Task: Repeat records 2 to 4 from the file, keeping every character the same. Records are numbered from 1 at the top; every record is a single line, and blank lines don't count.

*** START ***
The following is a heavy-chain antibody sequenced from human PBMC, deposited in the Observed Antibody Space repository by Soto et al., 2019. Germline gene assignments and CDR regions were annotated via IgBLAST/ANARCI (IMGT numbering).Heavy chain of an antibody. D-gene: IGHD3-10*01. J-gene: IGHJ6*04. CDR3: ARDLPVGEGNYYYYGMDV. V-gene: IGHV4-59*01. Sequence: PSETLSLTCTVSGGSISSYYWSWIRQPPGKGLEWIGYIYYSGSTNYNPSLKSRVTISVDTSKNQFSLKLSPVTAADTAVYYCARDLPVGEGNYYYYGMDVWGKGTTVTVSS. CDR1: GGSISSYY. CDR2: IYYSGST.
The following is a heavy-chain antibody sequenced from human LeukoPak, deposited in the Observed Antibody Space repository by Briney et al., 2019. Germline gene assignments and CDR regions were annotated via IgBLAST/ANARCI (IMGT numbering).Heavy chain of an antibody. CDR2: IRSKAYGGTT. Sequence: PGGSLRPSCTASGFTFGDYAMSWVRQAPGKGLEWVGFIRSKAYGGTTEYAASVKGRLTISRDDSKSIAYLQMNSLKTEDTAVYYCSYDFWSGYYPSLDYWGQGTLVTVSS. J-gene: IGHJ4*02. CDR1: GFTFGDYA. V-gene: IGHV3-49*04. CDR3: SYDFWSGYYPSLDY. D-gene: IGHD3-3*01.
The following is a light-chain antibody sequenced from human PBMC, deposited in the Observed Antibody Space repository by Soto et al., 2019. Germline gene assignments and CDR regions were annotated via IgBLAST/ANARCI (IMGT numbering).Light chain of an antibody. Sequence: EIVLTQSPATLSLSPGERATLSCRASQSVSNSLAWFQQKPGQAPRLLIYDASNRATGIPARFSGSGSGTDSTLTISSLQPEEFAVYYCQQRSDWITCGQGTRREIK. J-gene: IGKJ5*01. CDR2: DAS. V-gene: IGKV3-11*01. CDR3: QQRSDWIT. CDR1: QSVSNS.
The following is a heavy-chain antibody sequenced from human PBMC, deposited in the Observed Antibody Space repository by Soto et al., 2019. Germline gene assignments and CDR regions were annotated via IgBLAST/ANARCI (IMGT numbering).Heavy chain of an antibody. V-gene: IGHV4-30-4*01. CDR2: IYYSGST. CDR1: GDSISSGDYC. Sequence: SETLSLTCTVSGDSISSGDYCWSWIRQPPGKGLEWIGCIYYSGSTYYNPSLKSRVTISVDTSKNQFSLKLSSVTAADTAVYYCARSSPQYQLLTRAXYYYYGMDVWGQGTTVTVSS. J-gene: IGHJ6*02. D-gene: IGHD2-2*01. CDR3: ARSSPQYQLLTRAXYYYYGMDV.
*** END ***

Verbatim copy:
The following is a heavy-chain antibody sequenced from human LeukoPak, deposited in the Observed Antibody Space repository by Briney et al., 2019. Germline gene assignments and CDR regions were annotated via IgBLAST/ANARCI (IMGT numbering).Heavy chain of an antibody. CDR2: IRSKAYGGTT. Sequence: PGGSLRPSCTASGFTFGDYAMSWVRQAPGKGLEWVGFIRSKAYGGTTEYAASVKGRLTISRDDSKSIAYLQMNSLKTEDTAVYYCSYDFWSGYYPSLDYWGQGTLVTVSS. J-gene: IGHJ4*02. CDR1: GFTFGDYA. V-gene: IGHV3-49*04. CDR3: SYDFWSGYYPSLDY. D-gene: IGHD3-3*01.
The following is a light-chain antibody sequenced from human PBMC, deposited in the Observed Antibody Space repository by Soto et al., 2019. Germline gene assignments and CDR regions were annotated via IgBLAST/ANARCI (IMGT numbering).Light chain of an antibody. Sequence: EIVLTQSPATLSLSPGERATLSCRASQSVSNSLAWFQQKPGQAPRLLIYDASNRATGIPARFSGSGSGTDSTLTISSLQPEEFAVYYCQQRSDWITCGQGTRREIK. J-gene: IGKJ5*01. CDR2: DAS. V-gene: IGKV3-11*01. CDR3: QQRSDWIT. CDR1: QSVSNS.
The following is a heavy-chain antibody sequenced from human PBMC, deposited in the Observed Antibody Space repository by Soto et al., 2019. Germline gene assignments and CDR regions were annotated via IgBLAST/ANARCI (IMGT numbering).Heavy chain of an antibody. V-gene: IGHV4-30-4*01. CDR2: IYYSGST. CDR1: GDSISSGDYC. Sequence: SETLSLTCTVSGDSISSGDYCWSWIRQPPGKGLEWIGCIYYSGSTYYNPSLKSRVTISVDTSKNQFSLKLSSVTAADTAVYYCARSSPQYQLLTRAXYYYYGMDVWGQGTTVTVSS. J-gene: IGHJ6*02. D-gene: IGHD2-2*01. CDR3: ARSSPQYQLLTRAXYYYYGMDV.